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I cant decide where to put the ventilation in my new coop! Any advice

Discussion in 'Coop & Run - Design, Construction, & Maintenance' started by cuatro loco pollos, Dec 16, 2009.

  1. cuatro loco pollos

    cuatro loco pollos Hatching

    Dec 16, 2009
    Hello! We are finishing up construction of our new coop and need to put in the ventilation. We live in Albuquerque where temperatures vary quite a bit. Winter lows are in the teens. Humidity also varies currently is 63%. Summer highs are in the 90s. I built the coop without plans and am starting to regret it. The height of the coop is roughly 3 foot on the back side and 4 foot on the front. I put a roost about 1 foot off the ground. i imagine when they perch on the 1 foot high roost that there isn't much room left above them for ventilation. I imagine that they would be practically looking out the ventilation!
    I could use the other two sides (one faces run/one is outside door) because they have a side that reaches the higher wall.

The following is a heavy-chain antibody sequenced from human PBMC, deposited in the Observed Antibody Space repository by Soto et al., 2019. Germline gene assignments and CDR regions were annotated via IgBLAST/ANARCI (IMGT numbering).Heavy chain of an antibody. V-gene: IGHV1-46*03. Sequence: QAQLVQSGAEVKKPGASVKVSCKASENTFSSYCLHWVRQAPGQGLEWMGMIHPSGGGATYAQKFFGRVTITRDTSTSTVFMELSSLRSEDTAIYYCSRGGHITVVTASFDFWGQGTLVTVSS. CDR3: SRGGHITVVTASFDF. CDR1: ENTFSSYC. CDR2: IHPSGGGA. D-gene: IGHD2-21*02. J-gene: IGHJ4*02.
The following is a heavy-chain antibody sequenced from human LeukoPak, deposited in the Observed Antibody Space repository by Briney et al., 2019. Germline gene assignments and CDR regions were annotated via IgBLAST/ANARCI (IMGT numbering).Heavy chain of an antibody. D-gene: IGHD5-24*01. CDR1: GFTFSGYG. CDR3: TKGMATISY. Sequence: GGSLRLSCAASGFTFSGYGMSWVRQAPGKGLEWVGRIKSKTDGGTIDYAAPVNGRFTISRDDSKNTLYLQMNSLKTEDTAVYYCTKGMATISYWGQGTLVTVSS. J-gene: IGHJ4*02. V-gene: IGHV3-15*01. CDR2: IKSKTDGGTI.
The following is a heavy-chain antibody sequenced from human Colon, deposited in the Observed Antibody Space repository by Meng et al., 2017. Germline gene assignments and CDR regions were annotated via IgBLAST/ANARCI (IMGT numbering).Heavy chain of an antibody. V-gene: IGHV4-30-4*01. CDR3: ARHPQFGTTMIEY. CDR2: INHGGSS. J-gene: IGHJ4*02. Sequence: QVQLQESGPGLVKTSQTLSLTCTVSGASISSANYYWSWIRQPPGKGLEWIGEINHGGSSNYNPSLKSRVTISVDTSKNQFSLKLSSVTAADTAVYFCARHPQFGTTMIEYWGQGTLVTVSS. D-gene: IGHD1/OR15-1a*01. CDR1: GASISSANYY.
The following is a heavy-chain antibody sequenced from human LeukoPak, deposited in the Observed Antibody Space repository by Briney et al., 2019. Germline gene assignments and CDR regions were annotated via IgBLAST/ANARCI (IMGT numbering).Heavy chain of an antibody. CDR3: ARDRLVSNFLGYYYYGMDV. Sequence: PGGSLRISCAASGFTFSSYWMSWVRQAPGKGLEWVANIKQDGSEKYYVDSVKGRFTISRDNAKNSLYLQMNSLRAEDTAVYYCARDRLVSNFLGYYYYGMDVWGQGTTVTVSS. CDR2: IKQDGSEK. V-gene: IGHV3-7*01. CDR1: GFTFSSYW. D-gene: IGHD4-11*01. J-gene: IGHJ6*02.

2. gsim

    gsim Songster

    Jun 18, 2009
    East Tennessee
    Do full length vents all around if possible. They can be long skinny affairs. Then do a full width window where they roost that can be opened and another window on at least two other walls that can be opened. Sliding plexiglass will do it as long as a good hardware cloth mesh screen is over all openings for security. That includes for the vents too. In warm weather windows should always remain open, while some closing can be done in cooler weather IF you have the proper ventilation. I would think 2 or 3" tall by full length would do it. If roof is framed for it, can be concealed in overhanging (soffit) part of it. [​IMG]
  3. patandchickens

    patandchickens Flock Mistress

    Apr 20, 2007
    Ontario, Canada
    Yup, I'd put vents all around the tops of the walls, and on the coldest winter nights you may want to shut down all but the ones on the wall *opposite* the roost, hopefully that's the wall that faces into the run which will give additional protection to the vent. (Wow, it really gets that cold in Albuquerque? I've only ever been there in August and man, it sure wasn't in the teens *then* LOL)

    You may find yourself wanting to cut larger (hardwarecloth-screened) openings in some walls for summertime ventilation next year, too, with the cut-out panels bolting back on for wintertime.

    Good luck, have fun,


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